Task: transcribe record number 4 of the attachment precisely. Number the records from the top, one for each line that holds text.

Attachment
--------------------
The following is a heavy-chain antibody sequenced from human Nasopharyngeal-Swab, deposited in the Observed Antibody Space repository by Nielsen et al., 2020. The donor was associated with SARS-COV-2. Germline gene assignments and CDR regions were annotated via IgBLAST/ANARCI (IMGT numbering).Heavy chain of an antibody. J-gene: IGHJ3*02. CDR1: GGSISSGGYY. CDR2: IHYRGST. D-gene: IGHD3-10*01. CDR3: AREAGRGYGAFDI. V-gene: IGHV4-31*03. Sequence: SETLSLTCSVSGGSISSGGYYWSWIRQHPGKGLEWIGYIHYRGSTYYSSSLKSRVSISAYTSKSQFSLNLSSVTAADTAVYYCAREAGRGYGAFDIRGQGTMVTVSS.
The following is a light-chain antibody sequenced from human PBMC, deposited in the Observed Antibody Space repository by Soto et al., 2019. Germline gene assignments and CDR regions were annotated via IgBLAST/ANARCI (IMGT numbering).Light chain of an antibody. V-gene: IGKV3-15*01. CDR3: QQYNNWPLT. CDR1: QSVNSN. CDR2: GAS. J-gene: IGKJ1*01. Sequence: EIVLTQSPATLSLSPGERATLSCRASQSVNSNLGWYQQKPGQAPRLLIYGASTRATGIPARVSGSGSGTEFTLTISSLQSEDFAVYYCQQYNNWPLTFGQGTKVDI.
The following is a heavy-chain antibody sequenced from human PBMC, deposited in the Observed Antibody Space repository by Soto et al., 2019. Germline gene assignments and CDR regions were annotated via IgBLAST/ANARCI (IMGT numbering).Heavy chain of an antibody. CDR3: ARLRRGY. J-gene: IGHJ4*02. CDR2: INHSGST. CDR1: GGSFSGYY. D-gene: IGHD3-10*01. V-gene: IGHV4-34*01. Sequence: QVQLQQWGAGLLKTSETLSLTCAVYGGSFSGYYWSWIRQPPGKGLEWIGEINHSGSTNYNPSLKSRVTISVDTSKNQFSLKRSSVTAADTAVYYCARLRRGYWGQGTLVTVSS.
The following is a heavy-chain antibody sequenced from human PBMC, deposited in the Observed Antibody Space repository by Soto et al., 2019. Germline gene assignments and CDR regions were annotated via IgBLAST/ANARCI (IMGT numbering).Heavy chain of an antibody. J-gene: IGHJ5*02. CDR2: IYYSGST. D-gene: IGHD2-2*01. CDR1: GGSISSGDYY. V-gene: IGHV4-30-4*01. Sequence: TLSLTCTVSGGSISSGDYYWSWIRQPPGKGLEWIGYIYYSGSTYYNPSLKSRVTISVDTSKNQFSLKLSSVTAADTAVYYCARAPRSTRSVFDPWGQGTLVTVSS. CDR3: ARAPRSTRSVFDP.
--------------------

The following is a heavy-chain antibody sequenced from human PBMC, deposited in the Observed Antibody Space repository by Soto et al., 2019. Germline gene assignments and CDR regions were annotated via IgBLAST/ANARCI (IMGT numbering).Heavy chain of an antibody. J-gene: IGHJ5*02. CDR2: IYYSGST. D-gene: IGHD2-2*01. CDR1: GGSISSGDYY. V-gene: IGHV4-30-4*01. Sequence: TLSLTCTVSGGSISSGDYYWSWIRQPPGKGLEWIGYIYYSGSTYYNPSLKSRVTISVDTSKNQFSLKLSSVTAADTAVYYCARAPRSTRSVFDPWGQGTLVTVSS. CDR3: ARAPRSTRSVFDP.